The UK may be the best place to spend your last months, according to a study made by the National Health Service (NHS) that collected data from across 80 countries. Australia and New Zealand complete the top three.
The NHS researched hospitals, hospice environments and took into account staffing numbers and their skills, affordability and quality of the care provided by those places.
Annie Pannelay, author of the report, said to The Telegraph, “The UK is an acknowledged leader in palliative care. But there is more that the UK could do to stay at the forefront of palliative care standards, such as ironing out occasional problems with communication or symptom control.”
The study shows that only 34 of 80 countries provided a good care, not being good enough as they only represent 15 percent of the adult population. Countries like Ireland, Belgium, Taiwan, Germany, Netherlands and France appeared in the top ten list, showing that Europe is working harder in the matter. The U.S. is at number nine.
“While we recognise the great work that makes the UK a world leader in palliative care, we know from our own research that each year around 110,000 people are missing out on care that they urgently need,” said Simon Jones, from the Marie Curie center for palliative care to The Telegraph.
But Jones warns of the dangers of taking the usual business approach to the subject, causing even more people left out of the caring system in the UK, “One in five people who die in the UK are not getting the care they need. This quite simply is not good enough. With more people dying each year, the demand for compassionate palliative care will only increase,” he added. He remarks the importance of seeing this issue as a community, with “collective ambition”.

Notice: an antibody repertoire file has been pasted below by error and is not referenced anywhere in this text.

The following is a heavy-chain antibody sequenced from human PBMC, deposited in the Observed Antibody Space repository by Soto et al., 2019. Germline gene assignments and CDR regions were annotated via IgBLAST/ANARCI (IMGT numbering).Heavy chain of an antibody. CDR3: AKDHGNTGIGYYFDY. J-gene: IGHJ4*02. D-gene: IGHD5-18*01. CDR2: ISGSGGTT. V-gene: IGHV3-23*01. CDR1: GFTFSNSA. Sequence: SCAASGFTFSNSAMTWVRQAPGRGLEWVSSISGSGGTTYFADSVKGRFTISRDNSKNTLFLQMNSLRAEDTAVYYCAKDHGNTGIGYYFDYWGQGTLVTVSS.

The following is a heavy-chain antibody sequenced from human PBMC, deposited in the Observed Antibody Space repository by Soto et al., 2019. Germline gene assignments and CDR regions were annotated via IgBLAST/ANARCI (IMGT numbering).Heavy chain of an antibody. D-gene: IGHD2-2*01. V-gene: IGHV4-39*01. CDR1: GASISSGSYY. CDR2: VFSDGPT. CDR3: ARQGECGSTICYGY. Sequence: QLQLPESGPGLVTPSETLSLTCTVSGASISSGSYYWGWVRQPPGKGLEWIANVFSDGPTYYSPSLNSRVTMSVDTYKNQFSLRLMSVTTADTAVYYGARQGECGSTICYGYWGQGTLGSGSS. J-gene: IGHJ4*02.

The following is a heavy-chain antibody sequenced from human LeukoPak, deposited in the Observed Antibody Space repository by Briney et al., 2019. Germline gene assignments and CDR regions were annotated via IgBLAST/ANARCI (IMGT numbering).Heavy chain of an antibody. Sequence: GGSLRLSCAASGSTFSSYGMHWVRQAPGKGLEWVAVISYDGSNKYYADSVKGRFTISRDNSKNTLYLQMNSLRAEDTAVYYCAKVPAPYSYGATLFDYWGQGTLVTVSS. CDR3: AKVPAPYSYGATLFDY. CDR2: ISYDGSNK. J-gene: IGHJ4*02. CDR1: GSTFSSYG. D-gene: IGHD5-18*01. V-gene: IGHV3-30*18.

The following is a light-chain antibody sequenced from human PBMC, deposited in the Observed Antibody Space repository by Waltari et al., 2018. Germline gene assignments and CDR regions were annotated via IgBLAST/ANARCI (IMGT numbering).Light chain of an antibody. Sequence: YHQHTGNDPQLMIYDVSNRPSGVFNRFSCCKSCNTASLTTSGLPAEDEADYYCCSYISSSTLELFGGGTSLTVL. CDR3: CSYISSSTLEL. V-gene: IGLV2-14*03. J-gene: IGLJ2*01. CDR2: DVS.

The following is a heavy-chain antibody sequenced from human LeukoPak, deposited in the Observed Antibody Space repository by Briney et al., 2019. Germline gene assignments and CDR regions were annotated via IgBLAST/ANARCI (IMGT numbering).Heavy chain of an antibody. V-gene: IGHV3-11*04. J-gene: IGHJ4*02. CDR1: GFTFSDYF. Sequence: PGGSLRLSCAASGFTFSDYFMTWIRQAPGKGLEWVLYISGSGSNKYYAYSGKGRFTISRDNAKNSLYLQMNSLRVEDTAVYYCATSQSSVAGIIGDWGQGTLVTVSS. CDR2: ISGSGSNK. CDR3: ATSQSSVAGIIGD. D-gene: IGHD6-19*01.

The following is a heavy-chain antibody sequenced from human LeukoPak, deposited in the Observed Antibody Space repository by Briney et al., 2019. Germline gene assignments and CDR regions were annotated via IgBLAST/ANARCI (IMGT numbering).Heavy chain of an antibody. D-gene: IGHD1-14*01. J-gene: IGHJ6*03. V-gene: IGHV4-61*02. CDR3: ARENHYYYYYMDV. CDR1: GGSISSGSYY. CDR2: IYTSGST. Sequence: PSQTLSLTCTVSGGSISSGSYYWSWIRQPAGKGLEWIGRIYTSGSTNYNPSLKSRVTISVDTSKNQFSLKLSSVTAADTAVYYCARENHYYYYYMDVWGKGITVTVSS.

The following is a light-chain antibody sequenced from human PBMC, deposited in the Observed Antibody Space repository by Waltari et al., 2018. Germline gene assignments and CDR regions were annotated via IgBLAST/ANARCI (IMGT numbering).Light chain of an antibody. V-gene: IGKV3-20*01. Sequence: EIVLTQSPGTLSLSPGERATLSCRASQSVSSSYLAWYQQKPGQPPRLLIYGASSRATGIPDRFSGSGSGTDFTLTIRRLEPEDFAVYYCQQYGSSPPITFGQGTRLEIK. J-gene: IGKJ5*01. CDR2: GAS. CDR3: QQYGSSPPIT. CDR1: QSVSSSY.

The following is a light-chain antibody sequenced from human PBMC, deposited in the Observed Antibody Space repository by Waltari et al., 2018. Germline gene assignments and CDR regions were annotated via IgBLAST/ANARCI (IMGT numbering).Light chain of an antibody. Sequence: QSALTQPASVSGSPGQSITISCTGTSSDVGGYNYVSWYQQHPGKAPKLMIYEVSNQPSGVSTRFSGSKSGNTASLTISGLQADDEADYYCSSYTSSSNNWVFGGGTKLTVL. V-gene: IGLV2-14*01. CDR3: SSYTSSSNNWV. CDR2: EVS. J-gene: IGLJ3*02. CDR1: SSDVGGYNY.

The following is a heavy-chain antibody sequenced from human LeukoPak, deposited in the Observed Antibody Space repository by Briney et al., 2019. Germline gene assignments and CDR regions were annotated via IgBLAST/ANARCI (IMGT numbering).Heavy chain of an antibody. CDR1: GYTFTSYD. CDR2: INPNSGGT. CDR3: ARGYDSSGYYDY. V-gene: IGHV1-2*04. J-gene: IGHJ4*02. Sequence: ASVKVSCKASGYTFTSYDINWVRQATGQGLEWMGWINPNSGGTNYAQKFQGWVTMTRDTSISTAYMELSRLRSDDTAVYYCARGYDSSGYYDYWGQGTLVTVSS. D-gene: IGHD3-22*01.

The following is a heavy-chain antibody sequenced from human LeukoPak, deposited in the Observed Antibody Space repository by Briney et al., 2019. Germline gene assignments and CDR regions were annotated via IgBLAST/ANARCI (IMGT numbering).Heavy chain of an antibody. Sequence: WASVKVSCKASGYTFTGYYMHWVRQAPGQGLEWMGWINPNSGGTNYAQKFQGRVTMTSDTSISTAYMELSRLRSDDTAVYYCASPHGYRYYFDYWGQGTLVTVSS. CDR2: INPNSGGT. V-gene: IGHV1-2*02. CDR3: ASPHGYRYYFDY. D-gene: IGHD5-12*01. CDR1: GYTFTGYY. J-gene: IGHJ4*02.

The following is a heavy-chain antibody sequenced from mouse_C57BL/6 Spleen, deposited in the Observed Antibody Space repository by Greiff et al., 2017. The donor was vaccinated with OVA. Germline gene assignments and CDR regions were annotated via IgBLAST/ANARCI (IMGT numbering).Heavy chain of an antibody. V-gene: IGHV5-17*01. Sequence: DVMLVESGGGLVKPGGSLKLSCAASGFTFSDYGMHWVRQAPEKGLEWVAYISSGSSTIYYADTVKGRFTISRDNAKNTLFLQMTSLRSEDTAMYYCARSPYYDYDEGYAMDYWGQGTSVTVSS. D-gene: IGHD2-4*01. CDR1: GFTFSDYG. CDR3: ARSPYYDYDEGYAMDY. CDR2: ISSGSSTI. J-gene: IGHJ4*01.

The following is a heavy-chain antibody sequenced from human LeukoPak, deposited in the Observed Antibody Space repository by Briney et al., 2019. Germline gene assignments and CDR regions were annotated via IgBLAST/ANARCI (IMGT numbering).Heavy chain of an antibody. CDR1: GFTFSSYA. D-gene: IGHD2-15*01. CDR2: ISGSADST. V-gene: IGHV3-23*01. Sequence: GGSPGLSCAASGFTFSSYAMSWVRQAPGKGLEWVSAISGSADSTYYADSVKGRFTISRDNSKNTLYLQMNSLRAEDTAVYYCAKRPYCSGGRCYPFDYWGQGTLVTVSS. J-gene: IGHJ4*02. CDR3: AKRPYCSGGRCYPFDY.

On the other hand, countries like Iraq, Bangladesh, China, the Dominican Republic, Iran and Guatemala are among the worst to take care of patients during their last days. China, with their one-child policy, has to make some changes in order to help people to take care for their parents and grandparents. However, countries like Uganda and Mongolia were praised for making efforts to invest in palliative care.
Ben Gummer, UK’s Health Minister, wanted to give the credit to the people working with passion and energy, and said it is encouraging to know that they are already providing world-leading care.
Nevertheless, he says that, “We are determined to go even further and are clear that doctors and nurses must always involve patients and families in decisions about their care, regularly review their treatment and make sure patients’ wishes are respected.”
Source: The Telegraph